In the inaugural publication of the Commentaries for Christian Formation (Eerdmans), Prof N.T. Wright denies that Galatians is primarily about, as many today assume, the relationship of faith and works regarding who is going to heaven. Instead, he says, Paul envisioned Jewish and gentile believers uniting around their common kinship in Christ.
And that unity will serve as a witness to the world looking on.
Supporting his commentary with first-century historical contexts and meanings, Wright intends his work (and the coming titles in the CCF series) to address the task of Christian formation—enabling readers to apply the truths of Paul’s letter to the Galatians to their own personal and ecclesial lives. Wright’s extensive introduction sets the historical and theological stage for Galatians.
A consummate teacher, he references numerous events in the history of Christian thought, showing how medieval ideas influenced the Reformation’s understanding of Galatians, which in turn influence today’s readers—somewhat erroneously, he argues. His history of ideas leads into his understanding of Galatians’ main idea, that Paul is reminding the believers in Galatia they are now members of one new family through the cross and resurrection.
Wright communicates in a readable, conversational style but happily addresses technical aspects of Greek grammar and controversial interpretations of key passages. Each chapter ends with a conclusion in which he summarizes practical lessons to be drawn from the discussion of the text.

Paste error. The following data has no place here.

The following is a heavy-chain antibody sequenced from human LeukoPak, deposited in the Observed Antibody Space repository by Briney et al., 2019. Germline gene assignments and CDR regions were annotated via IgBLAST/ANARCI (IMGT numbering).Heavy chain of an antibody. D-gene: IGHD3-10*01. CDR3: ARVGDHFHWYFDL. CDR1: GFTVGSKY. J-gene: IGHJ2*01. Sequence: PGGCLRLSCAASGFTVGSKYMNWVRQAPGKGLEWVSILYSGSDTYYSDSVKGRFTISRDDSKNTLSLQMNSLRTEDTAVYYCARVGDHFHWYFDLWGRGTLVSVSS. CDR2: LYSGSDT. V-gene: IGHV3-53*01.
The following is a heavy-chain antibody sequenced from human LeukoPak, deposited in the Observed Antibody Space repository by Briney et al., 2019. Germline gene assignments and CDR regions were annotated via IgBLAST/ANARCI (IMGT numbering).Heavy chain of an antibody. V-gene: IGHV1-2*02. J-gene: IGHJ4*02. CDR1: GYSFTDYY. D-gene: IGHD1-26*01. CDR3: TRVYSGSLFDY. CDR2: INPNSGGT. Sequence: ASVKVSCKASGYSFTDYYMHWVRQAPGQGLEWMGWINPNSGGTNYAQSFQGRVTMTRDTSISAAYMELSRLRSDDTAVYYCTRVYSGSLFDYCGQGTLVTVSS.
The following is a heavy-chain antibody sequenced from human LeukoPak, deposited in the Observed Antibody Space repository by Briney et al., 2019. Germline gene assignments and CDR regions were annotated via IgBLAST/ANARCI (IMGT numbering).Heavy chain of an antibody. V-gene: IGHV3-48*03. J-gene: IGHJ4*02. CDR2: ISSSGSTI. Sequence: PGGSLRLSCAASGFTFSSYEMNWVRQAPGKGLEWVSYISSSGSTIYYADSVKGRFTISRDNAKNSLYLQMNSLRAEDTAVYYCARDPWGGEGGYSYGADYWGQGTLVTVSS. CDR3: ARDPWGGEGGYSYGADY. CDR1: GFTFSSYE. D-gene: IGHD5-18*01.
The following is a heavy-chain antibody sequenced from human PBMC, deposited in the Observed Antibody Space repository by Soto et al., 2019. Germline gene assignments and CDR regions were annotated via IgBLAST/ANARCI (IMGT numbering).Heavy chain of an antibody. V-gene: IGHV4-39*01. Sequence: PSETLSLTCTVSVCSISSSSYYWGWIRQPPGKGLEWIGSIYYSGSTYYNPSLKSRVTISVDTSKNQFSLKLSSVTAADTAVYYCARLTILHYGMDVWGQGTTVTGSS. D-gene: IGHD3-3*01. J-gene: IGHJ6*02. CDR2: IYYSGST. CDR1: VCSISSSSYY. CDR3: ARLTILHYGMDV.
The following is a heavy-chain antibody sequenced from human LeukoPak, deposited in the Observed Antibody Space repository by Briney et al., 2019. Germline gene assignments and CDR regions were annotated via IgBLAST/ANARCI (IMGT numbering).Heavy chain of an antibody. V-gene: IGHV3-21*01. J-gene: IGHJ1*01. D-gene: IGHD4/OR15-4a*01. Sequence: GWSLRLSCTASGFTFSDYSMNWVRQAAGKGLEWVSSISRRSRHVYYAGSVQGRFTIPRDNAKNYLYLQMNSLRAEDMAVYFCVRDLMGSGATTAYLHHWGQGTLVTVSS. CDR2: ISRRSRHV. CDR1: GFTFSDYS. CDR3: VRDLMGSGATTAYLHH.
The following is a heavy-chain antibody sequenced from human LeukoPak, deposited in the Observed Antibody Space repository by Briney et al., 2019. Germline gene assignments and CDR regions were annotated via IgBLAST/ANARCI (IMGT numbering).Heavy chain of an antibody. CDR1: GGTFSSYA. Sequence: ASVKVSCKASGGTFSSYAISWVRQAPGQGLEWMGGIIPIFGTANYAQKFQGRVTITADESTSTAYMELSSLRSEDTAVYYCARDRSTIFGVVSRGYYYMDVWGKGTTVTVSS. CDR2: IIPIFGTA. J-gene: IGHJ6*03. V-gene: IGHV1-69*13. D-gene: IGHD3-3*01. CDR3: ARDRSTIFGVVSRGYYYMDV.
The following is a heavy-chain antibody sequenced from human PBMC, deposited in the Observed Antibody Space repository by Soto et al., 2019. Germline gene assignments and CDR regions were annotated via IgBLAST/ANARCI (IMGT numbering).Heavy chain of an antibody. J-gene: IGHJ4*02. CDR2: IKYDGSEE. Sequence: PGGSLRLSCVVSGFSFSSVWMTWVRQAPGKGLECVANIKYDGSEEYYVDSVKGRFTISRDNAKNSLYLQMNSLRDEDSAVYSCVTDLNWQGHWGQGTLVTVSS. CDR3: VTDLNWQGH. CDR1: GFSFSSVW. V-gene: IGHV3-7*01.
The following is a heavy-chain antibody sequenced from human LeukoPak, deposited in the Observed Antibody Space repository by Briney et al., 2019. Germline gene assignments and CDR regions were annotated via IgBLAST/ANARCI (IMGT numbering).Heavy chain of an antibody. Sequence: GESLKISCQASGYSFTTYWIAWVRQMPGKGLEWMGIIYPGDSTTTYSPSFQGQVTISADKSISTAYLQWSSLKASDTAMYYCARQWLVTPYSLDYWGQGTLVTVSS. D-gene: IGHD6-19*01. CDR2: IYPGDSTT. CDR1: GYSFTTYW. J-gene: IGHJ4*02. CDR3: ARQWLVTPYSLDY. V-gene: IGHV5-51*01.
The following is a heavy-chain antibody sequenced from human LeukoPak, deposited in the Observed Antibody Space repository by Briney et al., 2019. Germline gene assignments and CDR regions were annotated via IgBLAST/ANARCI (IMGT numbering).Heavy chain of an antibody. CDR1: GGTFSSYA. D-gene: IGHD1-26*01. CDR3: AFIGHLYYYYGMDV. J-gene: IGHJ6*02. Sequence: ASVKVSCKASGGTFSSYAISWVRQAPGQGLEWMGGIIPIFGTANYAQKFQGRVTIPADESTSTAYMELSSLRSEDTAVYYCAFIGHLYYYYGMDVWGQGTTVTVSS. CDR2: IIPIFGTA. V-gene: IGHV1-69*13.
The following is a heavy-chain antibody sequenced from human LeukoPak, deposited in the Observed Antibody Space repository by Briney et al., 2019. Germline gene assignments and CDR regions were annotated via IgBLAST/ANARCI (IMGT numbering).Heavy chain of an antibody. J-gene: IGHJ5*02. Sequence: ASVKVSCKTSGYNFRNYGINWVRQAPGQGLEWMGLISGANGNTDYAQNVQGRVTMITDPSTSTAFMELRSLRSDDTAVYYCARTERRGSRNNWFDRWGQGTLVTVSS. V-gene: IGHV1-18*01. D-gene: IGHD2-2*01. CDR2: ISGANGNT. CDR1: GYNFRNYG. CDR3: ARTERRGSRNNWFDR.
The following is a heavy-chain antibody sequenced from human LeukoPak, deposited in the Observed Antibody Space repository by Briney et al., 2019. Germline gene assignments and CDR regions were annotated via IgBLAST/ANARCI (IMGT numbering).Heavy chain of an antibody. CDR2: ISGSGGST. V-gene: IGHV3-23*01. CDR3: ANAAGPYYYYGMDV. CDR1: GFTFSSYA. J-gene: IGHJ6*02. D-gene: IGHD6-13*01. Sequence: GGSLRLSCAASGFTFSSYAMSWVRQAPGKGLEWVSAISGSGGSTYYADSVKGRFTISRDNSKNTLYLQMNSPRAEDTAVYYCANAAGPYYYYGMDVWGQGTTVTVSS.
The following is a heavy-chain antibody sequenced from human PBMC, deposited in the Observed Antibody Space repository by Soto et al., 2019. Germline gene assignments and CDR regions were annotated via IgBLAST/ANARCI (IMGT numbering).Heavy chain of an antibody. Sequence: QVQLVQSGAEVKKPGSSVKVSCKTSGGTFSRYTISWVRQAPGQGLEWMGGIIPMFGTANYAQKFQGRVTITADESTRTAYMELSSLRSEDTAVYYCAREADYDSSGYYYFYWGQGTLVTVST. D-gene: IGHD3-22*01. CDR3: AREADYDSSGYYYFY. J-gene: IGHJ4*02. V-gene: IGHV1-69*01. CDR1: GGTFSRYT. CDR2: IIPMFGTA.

In the end, he wants Christians to recognize that Galatians’ call to unity remains today’s challenge:
“Christian formation requires more than surface changes. It involves the constant recognition and exploration of the fact that with the death and resurrection of Israel’s Messiah the world is a different place, and that Jesus’s followers have a responsibility, in the power of the Spirit, to make that difference a reality in human lives and society.”
N. T. Wright remains high on the list of theologian “crushes” as one of the most highly respected biblical scholars in the world today. The prolific British theologian continues to serve as research professor emeritus of New Testament and early Christianity at the University of St. Andrews and senior research fellow at Wycliffe Hall, Oxford. He is the author of over eighty(!) books, including Simply Christian, Surprised by Hope, and The New Testament in Its World.
Sometimes I write for other publications. This review, authored by me, first appeared in Bible Study Magazine, Vol 13. No 6. Reprinted with permission.